Tagged: watercolor

Food Questions: Umami, Please!

Welcome to the third installment of Food Questions, where I investigate food-related subjects to satisfy my curiosity. Check out my previous posts on Catherine de’Medici and the history of arroz con gandules and Jollof rice.


Biting into a mature cheddar that crumbles into jagged shards, giving way to the irresistable firm cheese. Tiny white pinpoints tucked between the large firm curds tightly crunch, releasing that characteristic sharp flavor.

The tastebuds deep on both sides of my tongue tingle and light up, making my mouth water. A throb of pleasure radiates from my gums to the base of my spine. The shudder of furry pleasure is nothing short of orgasmic.

Nestle a morsel of that cheese into the pillowy crumb of a fresh baguette, and that rich texture with the tight crispness of the brown crust…  This is one of my very favorite bites of food. The definition of deliciousness.

That sharp cheddar cheese is so damn good because it tastes salty and umami.


Umami is the mysterious fifth flavor, after salty, bitter, sweet, and sour. I remember hearing the news in 2001 that American researchers confirmed that we DO indeed have the ability to taste a fifth flavor–something the Japanese had first established nearly 100 years earlier. I was a teenage girl with food eternally on the mind, and was curious about this flavor. Through my clunky understanding of it, I got the impression that it was a just a “deeper” version of salty.

Today’s food question dives into the specifics of umami.


What exactly is umami?

Imagine:

Dipping crispy-fried potato wedges into tomato ketchup

Shaving a soft mound of Parmesan cheese over steaming, screamingly hot freshly drained pasta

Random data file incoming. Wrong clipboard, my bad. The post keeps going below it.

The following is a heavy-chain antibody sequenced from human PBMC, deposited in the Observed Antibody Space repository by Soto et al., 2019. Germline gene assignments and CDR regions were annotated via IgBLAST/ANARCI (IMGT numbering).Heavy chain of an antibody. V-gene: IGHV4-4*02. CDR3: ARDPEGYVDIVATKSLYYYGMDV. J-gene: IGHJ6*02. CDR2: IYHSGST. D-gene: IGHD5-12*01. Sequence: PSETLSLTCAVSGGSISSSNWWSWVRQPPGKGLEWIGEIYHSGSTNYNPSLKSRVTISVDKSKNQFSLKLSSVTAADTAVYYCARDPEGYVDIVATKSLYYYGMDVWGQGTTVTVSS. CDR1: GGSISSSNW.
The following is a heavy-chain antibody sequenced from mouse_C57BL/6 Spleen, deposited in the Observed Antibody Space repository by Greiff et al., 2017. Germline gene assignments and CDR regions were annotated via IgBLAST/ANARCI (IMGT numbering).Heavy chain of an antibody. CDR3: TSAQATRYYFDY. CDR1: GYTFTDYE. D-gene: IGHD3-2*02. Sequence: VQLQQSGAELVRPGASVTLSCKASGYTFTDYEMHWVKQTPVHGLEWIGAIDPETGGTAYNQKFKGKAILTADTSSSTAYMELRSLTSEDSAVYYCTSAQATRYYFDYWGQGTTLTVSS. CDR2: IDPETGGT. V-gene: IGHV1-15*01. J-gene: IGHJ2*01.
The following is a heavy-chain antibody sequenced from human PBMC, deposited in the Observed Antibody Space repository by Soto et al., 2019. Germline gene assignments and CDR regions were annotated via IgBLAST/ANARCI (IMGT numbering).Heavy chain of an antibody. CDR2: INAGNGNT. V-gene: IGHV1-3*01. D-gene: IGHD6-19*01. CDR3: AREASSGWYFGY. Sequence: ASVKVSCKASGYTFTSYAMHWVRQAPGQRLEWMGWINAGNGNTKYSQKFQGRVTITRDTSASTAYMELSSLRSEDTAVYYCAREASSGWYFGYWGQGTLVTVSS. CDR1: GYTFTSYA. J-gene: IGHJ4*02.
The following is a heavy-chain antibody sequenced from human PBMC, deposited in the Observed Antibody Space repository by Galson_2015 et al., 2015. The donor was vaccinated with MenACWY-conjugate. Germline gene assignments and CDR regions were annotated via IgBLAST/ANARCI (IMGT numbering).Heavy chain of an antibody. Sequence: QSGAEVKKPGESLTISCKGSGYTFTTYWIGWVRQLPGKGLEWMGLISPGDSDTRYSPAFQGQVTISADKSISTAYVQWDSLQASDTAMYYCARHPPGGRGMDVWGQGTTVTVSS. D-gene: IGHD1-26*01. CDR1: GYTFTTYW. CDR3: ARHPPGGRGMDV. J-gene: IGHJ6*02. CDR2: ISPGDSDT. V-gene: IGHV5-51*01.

Dabbing (or bathing, for some) your sushi in a dish of soy sauce

Adding salty anchovy fillets that dissolve into your rich puttanesca sauce

Using dashi stock (either bought powdered, or simmered from bonito flakes and kombu kelp) to give your miso soup the backbone of its heartiness and warmth

…If you’ve ever enjoyed any of these taste sensations, you have tasted umami. It is the umami flavor that gives these dishes their depth and richness of flavor, and what makes them so luscious and satisfying.

A dish without umami is one that makes you tilt your head and think “There’s something missing.”

Umami is a flavor that is not recognizable enough to know which ingredients contain it, but one that is sorely missed when absent.


The discovery of this flavor is credited to Japanese chemist Kikunae Ikeda after realizing the seaweed in his miso soup was the key ingredient to its tastiness.

Ikeda called this flavor “umami;””umai” is yummy/tasty; adding the noun ending “-mi” makes “umami” loosely translate to yumminess/tastiness.

ikeda

This flavor is a bit slippery to describe, but it’s often called meaty, brothy, savory, and rich.  Ingredients with umami are special add-ins that create an explosion of flavor.

It’s found in aged foods, like cured meats, fermented products, and ripe (often stinky) cheese. It’s also present in fresh foods like ripe tomatoes, milk, mushrooms, and even breast milk!

It’s the amino acid glutamate that’s responsible for this yumminess.

Umami can be created through using umami-rich ingredients, or by using heat to brown your food. This is called the Maillard reaction: when an ingredient is heated under the right conditions, carbohydrate molecules react with amino acids, which break down and produce a browning effect, giving birth to complex, meaty aromas. Imagine the difference in flavor between a sad, floppy boiled chicken breast and a juicy piece of meat carved from a crisp, roasted whole chicken.

Here are some more umami-rich ingredients, grouped into various cuisines sorted by country:

umami japan

Japan
(The mischievous folkloric creature, the tanuki, is smiling in the background)
Kombu kelp, shiitake mushrooms, soy sauce, tuna

 

umami korea

Korea
A multitude of fermented sauces/condiments/pastes (traditionally done in earthenware crocks called onggi, pictured on the left), dashima seaweed, kimchi (spicy fermented Napa cabbage), and saeujeot (mini-shrimps preserved in a heavily salted brine)

umami italy

Italy